Your sales process truly does start with your marketing, and knowing exactly who you want to target and why and writing this down. Now, I’m not saying that you need to give your target customer a name, height, age, favourite breakfast and musical instrument. That’s creating a fictitious target that doesn’t exist, unless they are a segment of just one person!
I’ve had much better online business growth results when I have segmented my online audience by what they want to be or achieve. For example, my Idea Time Academy has content and activity roadmaps for workshop facilitators designed specifically to get them quick and lasting wins on their most important challenge.
These different roadmaps are:
- Super Confident Facilitator – for beginner facilitators.
- Workshop Design Power-up – for facilitators who would like support with designing their events.
- Creative Genius – for facilitators who want fresh ideas.
- Rockstar Facilitator – for experienced facilitators who want to take their skills to a super-advanced level.
- Productivity Superhero – for facilitators who want to absolutely nail their time and energy management
- Entrepreneur – for facilitators who work alone or in a small business and want to grow
As someone famous once said, we can achieve anything we want, just not all the same time!
My roadmaps allow for continuous progression. Plus, Idea Time Academy members can hop across and join another roadmap as when they want to. Just as one example from several, the Entrepreneur and Productivity Superhero roadmaps complement each other really well.
Be brave, don’t be general
More and more my Idea Time social media is designed to attract people who want to learn more about facilitation and grow their skills, and less about the generic business and professional growth advice I was putting out there before.
That generic advice still stands for many facilitators – it’s just that now I am consciously and deliberately framing it to the specific context of people who are passionate about learning to grow their facilitation expertise.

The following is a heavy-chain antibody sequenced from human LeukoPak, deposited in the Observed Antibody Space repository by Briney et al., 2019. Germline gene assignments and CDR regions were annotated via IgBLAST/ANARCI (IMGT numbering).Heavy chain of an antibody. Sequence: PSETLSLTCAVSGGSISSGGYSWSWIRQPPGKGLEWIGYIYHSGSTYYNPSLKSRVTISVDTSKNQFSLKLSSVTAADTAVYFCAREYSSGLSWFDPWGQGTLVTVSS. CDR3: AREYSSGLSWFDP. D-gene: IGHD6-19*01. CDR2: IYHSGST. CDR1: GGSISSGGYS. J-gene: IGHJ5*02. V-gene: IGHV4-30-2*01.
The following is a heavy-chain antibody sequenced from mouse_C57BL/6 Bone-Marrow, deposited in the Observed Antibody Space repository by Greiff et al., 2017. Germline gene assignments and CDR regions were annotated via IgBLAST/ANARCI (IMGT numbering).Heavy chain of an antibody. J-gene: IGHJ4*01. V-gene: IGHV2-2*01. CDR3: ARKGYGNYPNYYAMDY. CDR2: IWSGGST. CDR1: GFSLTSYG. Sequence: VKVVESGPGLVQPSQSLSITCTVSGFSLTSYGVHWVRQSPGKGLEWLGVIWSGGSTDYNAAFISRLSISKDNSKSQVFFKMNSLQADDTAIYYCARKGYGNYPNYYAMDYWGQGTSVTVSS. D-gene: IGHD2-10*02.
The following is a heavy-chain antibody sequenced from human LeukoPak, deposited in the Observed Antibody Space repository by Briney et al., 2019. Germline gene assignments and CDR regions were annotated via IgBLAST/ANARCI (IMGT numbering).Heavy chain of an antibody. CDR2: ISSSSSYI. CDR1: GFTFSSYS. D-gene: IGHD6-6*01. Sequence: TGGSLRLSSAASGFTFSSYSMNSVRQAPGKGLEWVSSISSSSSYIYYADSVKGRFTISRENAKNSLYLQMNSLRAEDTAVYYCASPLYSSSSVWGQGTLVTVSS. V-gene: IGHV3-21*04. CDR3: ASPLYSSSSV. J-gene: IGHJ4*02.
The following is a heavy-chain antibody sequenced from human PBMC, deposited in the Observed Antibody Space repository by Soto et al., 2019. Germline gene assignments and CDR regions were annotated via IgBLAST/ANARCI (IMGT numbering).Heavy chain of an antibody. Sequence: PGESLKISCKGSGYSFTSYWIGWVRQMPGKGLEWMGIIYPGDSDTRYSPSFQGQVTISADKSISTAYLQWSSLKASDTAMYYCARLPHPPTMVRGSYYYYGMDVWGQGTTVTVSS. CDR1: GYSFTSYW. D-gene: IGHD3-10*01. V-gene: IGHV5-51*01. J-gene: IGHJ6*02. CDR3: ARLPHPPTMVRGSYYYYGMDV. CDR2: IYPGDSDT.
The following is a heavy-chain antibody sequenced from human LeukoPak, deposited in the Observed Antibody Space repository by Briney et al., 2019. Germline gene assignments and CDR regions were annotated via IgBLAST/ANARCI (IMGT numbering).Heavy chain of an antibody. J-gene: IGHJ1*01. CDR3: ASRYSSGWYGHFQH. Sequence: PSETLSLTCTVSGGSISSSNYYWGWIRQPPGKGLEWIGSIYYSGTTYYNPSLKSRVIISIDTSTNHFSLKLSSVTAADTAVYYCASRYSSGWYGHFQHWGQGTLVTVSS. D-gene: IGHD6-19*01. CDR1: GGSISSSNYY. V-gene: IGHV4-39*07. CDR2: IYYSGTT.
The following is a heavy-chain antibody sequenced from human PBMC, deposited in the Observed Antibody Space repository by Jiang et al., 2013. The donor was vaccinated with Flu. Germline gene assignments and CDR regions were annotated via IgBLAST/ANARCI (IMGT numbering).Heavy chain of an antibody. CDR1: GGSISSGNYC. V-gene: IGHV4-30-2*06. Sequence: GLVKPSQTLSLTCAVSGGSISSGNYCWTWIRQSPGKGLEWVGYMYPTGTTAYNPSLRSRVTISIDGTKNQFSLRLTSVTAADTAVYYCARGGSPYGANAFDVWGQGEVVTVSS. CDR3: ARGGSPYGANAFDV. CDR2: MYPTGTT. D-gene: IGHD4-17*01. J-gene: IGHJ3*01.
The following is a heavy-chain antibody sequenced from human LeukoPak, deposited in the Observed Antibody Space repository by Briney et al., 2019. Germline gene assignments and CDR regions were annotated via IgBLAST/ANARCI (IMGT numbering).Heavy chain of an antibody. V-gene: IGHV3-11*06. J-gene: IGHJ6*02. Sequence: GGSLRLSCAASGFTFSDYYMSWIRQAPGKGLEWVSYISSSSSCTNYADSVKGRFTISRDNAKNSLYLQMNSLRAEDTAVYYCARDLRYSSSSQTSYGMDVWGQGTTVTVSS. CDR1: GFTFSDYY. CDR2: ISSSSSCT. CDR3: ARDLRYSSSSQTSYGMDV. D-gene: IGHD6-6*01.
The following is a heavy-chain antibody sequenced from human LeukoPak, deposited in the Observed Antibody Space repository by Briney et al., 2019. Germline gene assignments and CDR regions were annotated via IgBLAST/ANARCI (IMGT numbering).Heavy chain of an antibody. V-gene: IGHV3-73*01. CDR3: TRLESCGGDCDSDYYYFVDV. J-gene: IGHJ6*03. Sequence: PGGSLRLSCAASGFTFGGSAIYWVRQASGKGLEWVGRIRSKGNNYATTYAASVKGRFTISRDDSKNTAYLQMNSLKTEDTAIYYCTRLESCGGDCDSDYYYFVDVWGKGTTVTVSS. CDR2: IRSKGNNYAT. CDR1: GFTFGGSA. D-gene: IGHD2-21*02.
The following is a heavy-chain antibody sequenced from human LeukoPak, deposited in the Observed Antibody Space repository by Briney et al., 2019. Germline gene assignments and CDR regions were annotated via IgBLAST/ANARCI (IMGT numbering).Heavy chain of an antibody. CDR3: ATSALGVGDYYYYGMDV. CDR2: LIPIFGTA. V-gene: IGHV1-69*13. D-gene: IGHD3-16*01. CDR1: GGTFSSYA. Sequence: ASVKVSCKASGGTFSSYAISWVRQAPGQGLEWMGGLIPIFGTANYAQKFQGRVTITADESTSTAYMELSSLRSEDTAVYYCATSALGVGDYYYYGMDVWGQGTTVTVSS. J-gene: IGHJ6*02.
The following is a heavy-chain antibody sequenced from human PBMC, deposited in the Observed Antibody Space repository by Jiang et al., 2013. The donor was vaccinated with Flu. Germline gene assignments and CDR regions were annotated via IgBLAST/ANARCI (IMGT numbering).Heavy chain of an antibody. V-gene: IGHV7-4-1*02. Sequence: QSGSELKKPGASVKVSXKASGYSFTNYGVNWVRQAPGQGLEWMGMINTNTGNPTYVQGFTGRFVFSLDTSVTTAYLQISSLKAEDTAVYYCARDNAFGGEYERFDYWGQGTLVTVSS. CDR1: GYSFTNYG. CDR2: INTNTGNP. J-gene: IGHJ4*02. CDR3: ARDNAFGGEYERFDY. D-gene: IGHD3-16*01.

Before I was being too general. Now, I am much more focused and targeted. It’s early days still, so we will see how it goes. But it’s already feeling much better from my perspective, and I do believe that my message for my online business is now significantly clearer. My follower numbers are growing more quickly too, and with mostly with people who share the goal of learning about facilitation.
The lesson I’ve learned: The number one sales and marketing mistake that you can make is to be too worried about everybody not liking your stuff and going too wide.
Don’t be frightened of people falling away, or of having fewer followers. Instead, see people to self-selecting themselves out of your sales funnel as a positive and focus instead on your really nice, clean pipeline of people who have genuine potential and are true prospects.
Work on giving them value – content and solutions that help them tackle their priorities.
We don’t sell – people choose to buy from us
In order for people to buy from you, they have got to know, like and trust you in most cases, unless you are selling a very practical product that fulfils a specific need and they can see it does the job.